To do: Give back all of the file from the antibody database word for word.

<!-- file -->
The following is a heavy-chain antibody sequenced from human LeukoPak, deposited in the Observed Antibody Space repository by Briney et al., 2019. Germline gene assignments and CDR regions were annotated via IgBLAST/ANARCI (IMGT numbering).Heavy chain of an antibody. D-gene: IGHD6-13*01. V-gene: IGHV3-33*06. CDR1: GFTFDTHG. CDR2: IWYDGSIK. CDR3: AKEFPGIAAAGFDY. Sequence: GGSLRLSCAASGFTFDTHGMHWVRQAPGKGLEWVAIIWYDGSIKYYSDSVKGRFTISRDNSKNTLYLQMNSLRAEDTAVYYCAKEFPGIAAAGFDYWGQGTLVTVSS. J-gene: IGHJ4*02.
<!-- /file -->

The following is a heavy-chain antibody sequenced from human LeukoPak, deposited in the Observed Antibody Space repository by Briney et al., 2019. Germline gene assignments and CDR regions were annotated via IgBLAST/ANARCI (IMGT numbering).Heavy chain of an antibody. D-gene: IGHD6-13*01. V-gene: IGHV3-33*06. CDR1: GFTFDTHG. CDR2: IWYDGSIK. CDR3: AKEFPGIAAAGFDY. Sequence: GGSLRLSCAASGFTFDTHGMHWVRQAPGKGLEWVAIIWYDGSIKYYSDSVKGRFTISRDNSKNTLYLQMNSLRAEDTAVYYCAKEFPGIAAAGFDYWGQGTLVTVSS. J-gene: IGHJ4*02.